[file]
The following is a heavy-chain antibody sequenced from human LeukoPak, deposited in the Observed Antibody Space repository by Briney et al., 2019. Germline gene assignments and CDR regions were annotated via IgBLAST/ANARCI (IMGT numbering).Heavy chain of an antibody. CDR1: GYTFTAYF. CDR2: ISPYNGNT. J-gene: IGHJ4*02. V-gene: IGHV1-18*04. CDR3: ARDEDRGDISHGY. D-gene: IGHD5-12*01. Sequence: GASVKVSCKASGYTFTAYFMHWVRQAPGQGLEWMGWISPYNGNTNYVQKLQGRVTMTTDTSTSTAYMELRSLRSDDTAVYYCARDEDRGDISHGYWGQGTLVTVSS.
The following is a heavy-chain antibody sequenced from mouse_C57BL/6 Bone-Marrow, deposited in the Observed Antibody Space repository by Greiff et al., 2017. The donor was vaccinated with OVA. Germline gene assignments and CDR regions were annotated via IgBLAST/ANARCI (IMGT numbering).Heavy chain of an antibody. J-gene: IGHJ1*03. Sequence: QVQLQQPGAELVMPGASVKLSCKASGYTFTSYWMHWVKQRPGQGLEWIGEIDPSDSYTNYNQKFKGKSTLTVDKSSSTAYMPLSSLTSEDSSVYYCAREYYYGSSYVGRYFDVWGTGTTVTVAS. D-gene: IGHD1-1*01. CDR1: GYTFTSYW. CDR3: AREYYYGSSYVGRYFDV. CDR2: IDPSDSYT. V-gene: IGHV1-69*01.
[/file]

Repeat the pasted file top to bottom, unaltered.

The following is a heavy-chain antibody sequenced from human LeukoPak, deposited in the Observed Antibody Space repository by Briney et al., 2019. Germline gene assignments and CDR regions were annotated via IgBLAST/ANARCI (IMGT numbering).Heavy chain of an antibody. CDR1: GYTFTAYF. CDR2: ISPYNGNT. J-gene: IGHJ4*02. V-gene: IGHV1-18*04. CDR3: ARDEDRGDISHGY. D-gene: IGHD5-12*01. Sequence: GASVKVSCKASGYTFTAYFMHWVRQAPGQGLEWMGWISPYNGNTNYVQKLQGRVTMTTDTSTSTAYMELRSLRSDDTAVYYCARDEDRGDISHGYWGQGTLVTVSS.
The following is a heavy-chain antibody sequenced from mouse_C57BL/6 Bone-Marrow, deposited in the Observed Antibody Space repository by Greiff et al., 2017. The donor was vaccinated with OVA. Germline gene assignments and CDR regions were annotated via IgBLAST/ANARCI (IMGT numbering).Heavy chain of an antibody. J-gene: IGHJ1*03. Sequence: QVQLQQPGAELVMPGASVKLSCKASGYTFTSYWMHWVKQRPGQGLEWIGEIDPSDSYTNYNQKFKGKSTLTVDKSSSTAYMPLSSLTSEDSSVYYCAREYYYGSSYVGRYFDVWGTGTTVTVAS. D-gene: IGHD1-1*01. CDR1: GYTFTSYW. CDR3: AREYYYGSSYVGRYFDV. CDR2: IDPSDSYT. V-gene: IGHV1-69*01.